Congratulations to those that accomplished their goals, there were some terrific efforts
After my problematic prep I was very happy to see sunrise on Buffalo and return before enjoying a day at the brewery and cheering the riders coming in. Already looking forward to next year!
Indeed there were! I'm the owner of the black one, not the green one.
Hmmm .... that might mean (at least) three, although I'm not that good with colours - you'd have to check with grasshopper.
It was Grasshopper I meant.
lol (AT) warthog. that is a great effort though. congrats to all other participants.
i had a fun day doing the 250. missed the start, so had no free tow out to Harrietville. latched on to a fellow latecomer, who towed me all the way out there. this guy was on a mission, but i wouldn't have given it that much, that early on. i did thank him. Hotham was pleasant in the cool early morning and i had few problems pushing over the steep bits, out of the seat.
it was a lonely ride, i picked off only a few riders so clearly the majority had cleared off on me! i saw only a couple of people on the way to Omeo. it was only on the back of Falls that i started passing some of the more shell-shocked 4am starters. that is a brutal climb - it's not as long as Hotham, but it just goes straight up.
coming down Falls i got blocked by a couple of cars, one very politely let me through but the SES dude towing a boat clearly thought he could out-run me, with his boat trailer tyres squealing around the corners. nice try buddy! me 1 SES 0. coming up to Tawonga Gap i latched on to a train of 5 riders, then became unlatched on the climb, but used one of them to pace me up.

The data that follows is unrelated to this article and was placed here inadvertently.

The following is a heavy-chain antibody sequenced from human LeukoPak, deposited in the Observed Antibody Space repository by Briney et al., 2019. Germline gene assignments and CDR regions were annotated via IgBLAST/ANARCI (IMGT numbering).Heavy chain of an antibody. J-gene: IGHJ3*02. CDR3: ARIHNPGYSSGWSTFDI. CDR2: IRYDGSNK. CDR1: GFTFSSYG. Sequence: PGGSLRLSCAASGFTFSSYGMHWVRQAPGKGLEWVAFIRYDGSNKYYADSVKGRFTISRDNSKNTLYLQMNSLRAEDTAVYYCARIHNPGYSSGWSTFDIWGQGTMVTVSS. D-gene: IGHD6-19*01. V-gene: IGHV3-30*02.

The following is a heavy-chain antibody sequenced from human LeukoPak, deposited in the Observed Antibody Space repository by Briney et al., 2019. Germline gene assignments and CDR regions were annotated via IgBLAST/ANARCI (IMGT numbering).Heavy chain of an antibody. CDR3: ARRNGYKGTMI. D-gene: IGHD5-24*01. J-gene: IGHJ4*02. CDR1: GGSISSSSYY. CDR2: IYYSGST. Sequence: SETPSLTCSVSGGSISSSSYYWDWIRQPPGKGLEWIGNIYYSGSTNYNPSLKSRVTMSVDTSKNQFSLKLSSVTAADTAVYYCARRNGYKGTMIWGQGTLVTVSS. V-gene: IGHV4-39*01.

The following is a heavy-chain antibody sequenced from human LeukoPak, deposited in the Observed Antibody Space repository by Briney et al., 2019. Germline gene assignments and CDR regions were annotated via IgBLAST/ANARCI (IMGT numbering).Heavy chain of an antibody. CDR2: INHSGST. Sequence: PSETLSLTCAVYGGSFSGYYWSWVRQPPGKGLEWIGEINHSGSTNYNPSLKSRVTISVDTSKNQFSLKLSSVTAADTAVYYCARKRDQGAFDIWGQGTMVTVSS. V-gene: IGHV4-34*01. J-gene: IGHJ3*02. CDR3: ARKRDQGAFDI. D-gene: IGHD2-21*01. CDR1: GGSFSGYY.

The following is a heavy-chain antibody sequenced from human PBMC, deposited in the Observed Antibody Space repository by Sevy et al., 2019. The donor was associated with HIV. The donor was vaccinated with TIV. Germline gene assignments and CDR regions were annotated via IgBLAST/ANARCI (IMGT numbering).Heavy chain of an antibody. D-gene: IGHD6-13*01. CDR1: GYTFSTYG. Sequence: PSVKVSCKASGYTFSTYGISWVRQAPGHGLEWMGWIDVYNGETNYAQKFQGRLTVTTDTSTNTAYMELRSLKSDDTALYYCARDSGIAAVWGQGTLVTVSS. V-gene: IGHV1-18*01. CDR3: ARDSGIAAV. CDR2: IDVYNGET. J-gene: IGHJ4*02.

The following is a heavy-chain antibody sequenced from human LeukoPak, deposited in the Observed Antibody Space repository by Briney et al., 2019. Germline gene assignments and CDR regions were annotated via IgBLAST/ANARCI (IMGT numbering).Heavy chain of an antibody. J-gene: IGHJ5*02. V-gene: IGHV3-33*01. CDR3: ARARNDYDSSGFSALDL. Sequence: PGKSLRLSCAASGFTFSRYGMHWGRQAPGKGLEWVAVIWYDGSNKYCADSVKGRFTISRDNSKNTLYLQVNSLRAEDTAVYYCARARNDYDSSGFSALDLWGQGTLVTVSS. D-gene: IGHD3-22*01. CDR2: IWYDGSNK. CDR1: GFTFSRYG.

this is a great event, Audax do such a great job of organising - including all the volunteers. many thanks to them.
Had a great day. only downsides were three flats. Was gonna replace those tyres last week but never got around to it. My mate pulled out at dinner plain - he'd been crook all week and really shouldn't even have got in the car on Sat morning let alone attempt the ACE. Solid effort though starting at 4 and climbing Hotham in that state. The most perfect cycling weather made the best event if ever done perfect. Wonderfully organised and run.
Don't want to whinge but in future it would be great if more people took note of the guidelines and left their lights on solid instead of flash. It makes for a pretty unpleasant ride for the first hr.
How good was that sunrise over Hotham Jim?!! And there was one point near the top of Hotham where the cloud from the valley to the right was rolling across the road and into the valley on the left...amazing to see:) And here here re the flashing lights...we asked a few riders to switch to solid, surprisingly a few were not happy about being asked...
It was my first ACE250...very impressed overall:)
Well done all riders and organizers. Great spirit to the event ... definitely worth the trip up there. After a day of methodically consuming gels and water I went nuts at the finish on crepes, custard tarts, lamingtons and pots from the Bright Brewery. Have now finished the event with nine kilos more than I started with.